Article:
Kecskes explains that the demand for meat-alternative products is better than that of the market as a whole because of the inflation: “We are seeing strong price increases for conventional meat, for example beef, which rose by 22 percent in August. For meat substitutes it was only 2.8 percent. Of course, this development also strengthens the consumption of meat substitutes.” A kilo of fresh meat is currently around 9.17 euros, a kilo of meat substitutes costs an average of 12 euros – and the difference is currently decreasing month by month.
Two factors determine how much growth there is still in the market: the consumers and the mix of producers. 30 percent of all German households already buy meat substitutes at least once every six months. If one assumes that all meat consumers tend to be potential consumers of substitutes, another 45 percentage points are possible.
Big players are crowding out startups
However, this still represents huge growth potential, and that is why more and more large producers are interested in the market. The Rügenwalder Mühle already sells more vegan products than conventional meat. Unilever and Nestlé also have their own products on the market. However, this is precisely what leads to problems for first movers such as Beyond Meat and Oatly, who were first on the market but now have to fight to be listed in the supermarkets.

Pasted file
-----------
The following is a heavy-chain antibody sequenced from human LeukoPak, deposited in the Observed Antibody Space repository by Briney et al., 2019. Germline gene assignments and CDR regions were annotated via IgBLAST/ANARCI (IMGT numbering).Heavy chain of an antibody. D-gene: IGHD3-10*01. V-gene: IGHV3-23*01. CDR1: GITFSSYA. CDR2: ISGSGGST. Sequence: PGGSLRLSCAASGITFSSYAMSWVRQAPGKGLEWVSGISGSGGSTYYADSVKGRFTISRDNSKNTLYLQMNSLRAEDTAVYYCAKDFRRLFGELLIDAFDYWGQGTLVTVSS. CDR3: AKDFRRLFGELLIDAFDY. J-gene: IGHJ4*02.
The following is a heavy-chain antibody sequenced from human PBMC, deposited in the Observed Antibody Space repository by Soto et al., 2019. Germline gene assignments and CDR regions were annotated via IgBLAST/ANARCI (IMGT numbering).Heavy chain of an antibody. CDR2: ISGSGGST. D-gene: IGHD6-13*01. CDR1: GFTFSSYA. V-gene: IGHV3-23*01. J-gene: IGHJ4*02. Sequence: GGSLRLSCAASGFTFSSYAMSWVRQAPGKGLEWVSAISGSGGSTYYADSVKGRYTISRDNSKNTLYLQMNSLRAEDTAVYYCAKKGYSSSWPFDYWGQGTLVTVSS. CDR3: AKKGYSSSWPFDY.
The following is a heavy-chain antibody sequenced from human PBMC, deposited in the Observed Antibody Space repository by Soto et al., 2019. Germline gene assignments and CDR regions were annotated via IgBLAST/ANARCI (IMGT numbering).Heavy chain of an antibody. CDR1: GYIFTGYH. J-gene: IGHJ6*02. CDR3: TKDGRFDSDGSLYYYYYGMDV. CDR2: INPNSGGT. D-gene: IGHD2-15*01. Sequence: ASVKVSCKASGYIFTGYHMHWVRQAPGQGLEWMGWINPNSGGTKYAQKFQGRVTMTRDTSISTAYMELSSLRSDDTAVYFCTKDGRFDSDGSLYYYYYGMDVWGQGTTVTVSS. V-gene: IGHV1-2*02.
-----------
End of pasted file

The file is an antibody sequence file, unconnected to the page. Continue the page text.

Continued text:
In addition, there is sometimes bad management: Year-on-year, Beyond Meat’s gross margin fell from plus 21.5 percent to minus 17.4 percent. With every euro invested, the company loses 17 cents. The attempt to prove price leadership in the market has probably failed – nobody at Beyond Meat is talking about the first mover advantage as a market pioneer anymore.
And this could ultimately show what has shaped the food market for a long time: the big ones win the race – and at some point the small ones take over. However, there are no signs that the market for meat substitutes is dead again. “We are positive about the long term for a period of 20 to 25 years,” explains John Baumgartner from Mizuho America. “But not much will have happened in ten years.”
The article first appeared at Capital.de.